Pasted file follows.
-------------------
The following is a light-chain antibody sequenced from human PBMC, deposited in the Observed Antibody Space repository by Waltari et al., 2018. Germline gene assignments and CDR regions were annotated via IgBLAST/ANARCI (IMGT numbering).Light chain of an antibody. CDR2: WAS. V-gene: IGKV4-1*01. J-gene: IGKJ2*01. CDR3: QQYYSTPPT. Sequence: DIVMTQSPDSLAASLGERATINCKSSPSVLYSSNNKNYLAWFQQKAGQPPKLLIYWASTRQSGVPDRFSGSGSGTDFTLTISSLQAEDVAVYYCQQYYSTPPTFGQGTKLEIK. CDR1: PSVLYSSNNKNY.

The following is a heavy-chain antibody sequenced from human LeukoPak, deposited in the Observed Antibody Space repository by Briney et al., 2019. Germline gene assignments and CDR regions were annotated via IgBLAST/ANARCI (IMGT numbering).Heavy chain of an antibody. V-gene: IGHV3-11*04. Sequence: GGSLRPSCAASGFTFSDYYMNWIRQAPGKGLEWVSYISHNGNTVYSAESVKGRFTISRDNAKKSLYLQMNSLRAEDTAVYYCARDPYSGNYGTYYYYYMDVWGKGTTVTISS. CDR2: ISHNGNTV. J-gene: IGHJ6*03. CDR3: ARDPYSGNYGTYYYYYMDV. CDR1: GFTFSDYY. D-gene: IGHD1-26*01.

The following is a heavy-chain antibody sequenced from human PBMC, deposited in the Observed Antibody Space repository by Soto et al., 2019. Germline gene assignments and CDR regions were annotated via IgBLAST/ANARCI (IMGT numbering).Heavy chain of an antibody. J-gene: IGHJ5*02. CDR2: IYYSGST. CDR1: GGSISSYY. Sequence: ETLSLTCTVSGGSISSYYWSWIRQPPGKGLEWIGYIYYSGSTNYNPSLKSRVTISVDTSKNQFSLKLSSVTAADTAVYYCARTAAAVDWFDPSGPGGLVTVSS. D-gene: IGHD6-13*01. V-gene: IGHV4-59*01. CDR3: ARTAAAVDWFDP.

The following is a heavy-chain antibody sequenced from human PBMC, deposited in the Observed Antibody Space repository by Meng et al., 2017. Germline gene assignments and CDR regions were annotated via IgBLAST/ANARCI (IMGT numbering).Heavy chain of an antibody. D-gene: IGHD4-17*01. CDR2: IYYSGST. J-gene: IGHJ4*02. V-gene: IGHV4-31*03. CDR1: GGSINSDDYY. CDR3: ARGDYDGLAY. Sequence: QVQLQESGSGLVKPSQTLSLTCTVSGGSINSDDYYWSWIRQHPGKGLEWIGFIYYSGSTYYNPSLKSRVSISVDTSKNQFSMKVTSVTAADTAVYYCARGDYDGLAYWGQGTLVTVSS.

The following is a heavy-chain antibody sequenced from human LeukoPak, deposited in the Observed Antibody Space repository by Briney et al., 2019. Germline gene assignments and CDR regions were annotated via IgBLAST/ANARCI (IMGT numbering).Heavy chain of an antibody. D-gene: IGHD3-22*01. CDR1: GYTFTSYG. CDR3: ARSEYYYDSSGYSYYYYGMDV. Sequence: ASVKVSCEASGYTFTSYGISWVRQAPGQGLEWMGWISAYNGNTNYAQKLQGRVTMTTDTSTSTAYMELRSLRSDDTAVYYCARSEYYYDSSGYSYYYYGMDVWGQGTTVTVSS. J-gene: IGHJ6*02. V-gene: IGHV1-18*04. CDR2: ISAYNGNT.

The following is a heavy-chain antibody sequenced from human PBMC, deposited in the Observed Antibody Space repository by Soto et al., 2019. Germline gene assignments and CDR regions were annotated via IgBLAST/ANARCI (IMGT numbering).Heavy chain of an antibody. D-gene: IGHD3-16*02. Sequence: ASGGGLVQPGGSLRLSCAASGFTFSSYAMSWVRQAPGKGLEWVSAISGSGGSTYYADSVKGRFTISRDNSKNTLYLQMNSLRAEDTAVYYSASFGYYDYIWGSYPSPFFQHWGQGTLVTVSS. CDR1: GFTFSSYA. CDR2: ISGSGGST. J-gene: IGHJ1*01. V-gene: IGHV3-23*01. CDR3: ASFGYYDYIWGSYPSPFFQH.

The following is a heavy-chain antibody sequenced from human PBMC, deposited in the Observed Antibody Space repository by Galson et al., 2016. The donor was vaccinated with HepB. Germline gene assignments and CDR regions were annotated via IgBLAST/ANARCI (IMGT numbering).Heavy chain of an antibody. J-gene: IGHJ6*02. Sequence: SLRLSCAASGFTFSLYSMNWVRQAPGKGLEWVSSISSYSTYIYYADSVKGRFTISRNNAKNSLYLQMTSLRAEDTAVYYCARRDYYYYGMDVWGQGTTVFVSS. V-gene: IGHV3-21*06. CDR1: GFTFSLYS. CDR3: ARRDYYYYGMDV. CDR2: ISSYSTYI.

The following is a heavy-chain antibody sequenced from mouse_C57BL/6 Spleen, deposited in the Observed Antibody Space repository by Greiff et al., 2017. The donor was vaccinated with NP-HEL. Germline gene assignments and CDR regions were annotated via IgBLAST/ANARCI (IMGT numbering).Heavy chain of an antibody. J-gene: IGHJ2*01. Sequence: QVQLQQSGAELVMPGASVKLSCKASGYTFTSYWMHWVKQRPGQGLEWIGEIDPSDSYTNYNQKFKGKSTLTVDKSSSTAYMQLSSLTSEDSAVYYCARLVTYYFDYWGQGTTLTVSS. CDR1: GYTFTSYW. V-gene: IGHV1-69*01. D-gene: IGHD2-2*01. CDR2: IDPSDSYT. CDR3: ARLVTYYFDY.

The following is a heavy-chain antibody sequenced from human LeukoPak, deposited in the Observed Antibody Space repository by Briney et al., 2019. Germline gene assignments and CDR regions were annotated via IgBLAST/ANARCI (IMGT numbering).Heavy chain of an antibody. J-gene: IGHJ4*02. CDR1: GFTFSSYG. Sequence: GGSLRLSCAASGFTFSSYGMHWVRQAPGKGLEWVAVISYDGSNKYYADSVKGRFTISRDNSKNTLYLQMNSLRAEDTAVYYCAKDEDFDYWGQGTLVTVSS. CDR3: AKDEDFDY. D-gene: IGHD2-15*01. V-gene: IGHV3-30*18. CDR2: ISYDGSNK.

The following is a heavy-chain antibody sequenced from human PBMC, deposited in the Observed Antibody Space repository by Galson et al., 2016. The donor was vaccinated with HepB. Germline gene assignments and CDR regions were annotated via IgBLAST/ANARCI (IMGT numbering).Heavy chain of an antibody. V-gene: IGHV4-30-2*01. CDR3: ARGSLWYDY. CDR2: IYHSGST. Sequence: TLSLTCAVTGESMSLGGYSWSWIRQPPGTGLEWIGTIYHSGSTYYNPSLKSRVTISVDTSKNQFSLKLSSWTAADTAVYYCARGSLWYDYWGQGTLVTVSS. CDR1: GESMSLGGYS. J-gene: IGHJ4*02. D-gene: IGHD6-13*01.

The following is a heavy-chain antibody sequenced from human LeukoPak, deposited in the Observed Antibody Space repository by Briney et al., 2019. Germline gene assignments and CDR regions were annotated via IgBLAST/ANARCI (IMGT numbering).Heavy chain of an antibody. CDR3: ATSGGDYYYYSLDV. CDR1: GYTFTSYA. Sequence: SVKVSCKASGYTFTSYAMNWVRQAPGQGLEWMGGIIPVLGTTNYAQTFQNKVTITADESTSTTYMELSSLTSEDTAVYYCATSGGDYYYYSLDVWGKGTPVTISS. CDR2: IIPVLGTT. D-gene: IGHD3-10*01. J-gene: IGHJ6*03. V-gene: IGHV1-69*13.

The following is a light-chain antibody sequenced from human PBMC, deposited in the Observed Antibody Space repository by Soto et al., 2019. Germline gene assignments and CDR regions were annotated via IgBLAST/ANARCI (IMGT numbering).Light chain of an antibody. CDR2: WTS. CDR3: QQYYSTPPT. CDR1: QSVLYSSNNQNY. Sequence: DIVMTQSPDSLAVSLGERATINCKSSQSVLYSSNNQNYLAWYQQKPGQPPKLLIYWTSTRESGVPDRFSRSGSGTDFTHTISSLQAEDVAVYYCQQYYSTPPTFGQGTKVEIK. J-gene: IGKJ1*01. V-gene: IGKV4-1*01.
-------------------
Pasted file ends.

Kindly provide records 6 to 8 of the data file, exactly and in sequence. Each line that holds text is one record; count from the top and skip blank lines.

The following is a heavy-chain antibody sequenced from human PBMC, deposited in the Observed Antibody Space repository by Soto et al., 2019. Germline gene assignments and CDR regions were annotated via IgBLAST/ANARCI (IMGT numbering).Heavy chain of an antibody. D-gene: IGHD3-16*02. Sequence: ASGGGLVQPGGSLRLSCAASGFTFSSYAMSWVRQAPGKGLEWVSAISGSGGSTYYADSVKGRFTISRDNSKNTLYLQMNSLRAEDTAVYYSASFGYYDYIWGSYPSPFFQHWGQGTLVTVSS. CDR1: GFTFSSYA. CDR2: ISGSGGST. J-gene: IGHJ1*01. V-gene: IGHV3-23*01. CDR3: ASFGYYDYIWGSYPSPFFQH.

The following is a heavy-chain antibody sequenced from human PBMC, deposited in the Observed Antibody Space repository by Galson et al., 2016. The donor was vaccinated with HepB. Germline gene assignments and CDR regions were annotated via IgBLAST/ANARCI (IMGT numbering).Heavy chain of an antibody. J-gene: IGHJ6*02. Sequence: SLRLSCAASGFTFSLYSMNWVRQAPGKGLEWVSSISSYSTYIYYADSVKGRFTISRNNAKNSLYLQMTSLRAEDTAVYYCARRDYYYYGMDVWGQGTTVFVSS. V-gene: IGHV3-21*06. CDR1: GFTFSLYS. CDR3: ARRDYYYYGMDV. CDR2: ISSYSTYI.

The following is a heavy-chain antibody sequenced from mouse_C57BL/6 Spleen, deposited in the Observed Antibody Space repository by Greiff et al., 2017. The donor was vaccinated with NP-HEL. Germline gene assignments and CDR regions were annotated via IgBLAST/ANARCI (IMGT numbering).Heavy chain of an antibody. J-gene: IGHJ2*01. Sequence: QVQLQQSGAELVMPGASVKLSCKASGYTFTSYWMHWVKQRPGQGLEWIGEIDPSDSYTNYNQKFKGKSTLTVDKSSSTAYMQLSSLTSEDSAVYYCARLVTYYFDYWGQGTTLTVSS. CDR1: GYTFTSYW. V-gene: IGHV1-69*01. D-gene: IGHD2-2*01. CDR2: IDPSDSYT. CDR3: ARLVTYYFDY.